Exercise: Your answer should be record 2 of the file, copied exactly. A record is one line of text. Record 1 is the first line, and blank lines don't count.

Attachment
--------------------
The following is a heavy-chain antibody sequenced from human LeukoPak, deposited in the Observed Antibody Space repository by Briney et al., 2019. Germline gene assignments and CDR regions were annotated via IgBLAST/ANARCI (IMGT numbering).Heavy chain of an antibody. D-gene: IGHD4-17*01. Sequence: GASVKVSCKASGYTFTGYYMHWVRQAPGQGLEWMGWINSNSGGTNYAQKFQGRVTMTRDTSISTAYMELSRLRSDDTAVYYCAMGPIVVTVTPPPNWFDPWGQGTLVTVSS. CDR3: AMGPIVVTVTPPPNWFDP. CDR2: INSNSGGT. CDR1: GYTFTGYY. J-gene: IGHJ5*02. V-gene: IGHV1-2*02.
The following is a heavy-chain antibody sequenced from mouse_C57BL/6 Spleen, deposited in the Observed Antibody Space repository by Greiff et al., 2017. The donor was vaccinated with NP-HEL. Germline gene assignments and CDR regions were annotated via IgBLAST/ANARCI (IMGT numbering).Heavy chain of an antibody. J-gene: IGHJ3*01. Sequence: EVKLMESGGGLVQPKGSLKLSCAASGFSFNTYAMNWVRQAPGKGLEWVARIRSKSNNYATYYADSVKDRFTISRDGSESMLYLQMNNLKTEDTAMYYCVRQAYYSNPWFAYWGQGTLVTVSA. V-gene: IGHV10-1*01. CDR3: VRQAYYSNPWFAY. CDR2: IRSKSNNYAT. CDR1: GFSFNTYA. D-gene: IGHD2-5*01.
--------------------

The following is a heavy-chain antibody sequenced from mouse_C57BL/6 Spleen, deposited in the Observed Antibody Space repository by Greiff et al., 2017. The donor was vaccinated with NP-HEL. Germline gene assignments and CDR regions were annotated via IgBLAST/ANARCI (IMGT numbering).Heavy chain of an antibody. J-gene: IGHJ3*01. Sequence: EVKLMESGGGLVQPKGSLKLSCAASGFSFNTYAMNWVRQAPGKGLEWVARIRSKSNNYATYYADSVKDRFTISRDGSESMLYLQMNNLKTEDTAMYYCVRQAYYSNPWFAYWGQGTLVTVSA. V-gene: IGHV10-1*01. CDR3: VRQAYYSNPWFAY. CDR2: IRSKSNNYAT. CDR1: GFSFNTYA. D-gene: IGHD2-5*01.